In North Kingstown, however, most of the town is scheduled to be sewered by 2017, but Wickford will not be, and property owners there will be required to upgrade failing septic systems, which are typically expensive projects.
“At what point do you allow properties to be occupied when you can’t flush a toilet?” Crean asked. “It’s another tough question we’re struggling with, to honor property rights and investments made and to protect public safety and health.”
There are homes in historic districts in Massachusetts, Rhode Island, such as Wickford, and Connecticut that can’t flush their toilets now after heavy rains, for fear of popping the caps off their inundated cesspools or septic tanks.
In fact, climate-change impacts will likely increase groundwater elevations in southern New England’s coastal areas, which could potentially impact underground infrastructure, such as septic tanks and cesspools, commonly found in historic districts.
Protecting the region’s historic properties from the rising waters of climate change will take planning, funding, compromise and sacrifice. It will be considerably more difficult than simply enacting a plastic shopping bag ban, and we’ve seen how punishing that endeavor has become.
Impacts to historical/cultural resources from climate change range from coastal erosion and storm damage to the effects of increased flooding, melting permafrost and more rapid deterioration because of changing rain and temperature patterns, according to the National Park Service.
To properly protect the country’s inventory of these resources, the federal agency has noted:
Cultural resources can’t be managed in isolation; natural resources and the surrounding landscape must be taken into account.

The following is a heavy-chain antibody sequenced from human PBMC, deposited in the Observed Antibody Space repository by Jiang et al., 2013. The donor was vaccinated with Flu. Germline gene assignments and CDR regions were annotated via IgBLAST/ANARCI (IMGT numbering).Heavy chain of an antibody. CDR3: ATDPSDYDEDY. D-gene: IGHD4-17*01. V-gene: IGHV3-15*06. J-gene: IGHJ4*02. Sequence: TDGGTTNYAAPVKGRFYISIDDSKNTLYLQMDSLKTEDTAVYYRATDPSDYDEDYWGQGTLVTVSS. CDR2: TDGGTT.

A national inventory and prioritization of vulnerable sites is needed to assess the uniqueness of these sites.
A time frame for adaptation strategies needs to established.
A resource in poor condition due to deferred maintenance or insufficient funding has a different kind of vulnerability.
There is no natural hierarchy or sequence for the criteria; they should be assessed as more of a matrix that will vary site to site.
To incorporate many of the possible solutions will likely require zoning changes and embracing best technologies. For instance, would municipal zoning and/or historic-district guidelines allow for the use of composting toilets? Would home owners be interested in installing them?
Also, utilities in most historic homes are in the basement and vulnerable to flooding. Where can they be moved to better withstand increased flooding that climate change is expected to cause?
Can solar panels and wind turbines be tastefully incorporated onto historic buildings? Will green roofs be allowed in historic districts?
“Zoning needs to catch up with new technologies and best practices,” Crean said. “But a lot of agencies aren’t even on the same page.”
As Crean noted during the October tour of Wickford Village, one thing is for sure, “The longer we wait to address this problem, the more expensive the solutions become.”
Both financially and culturally.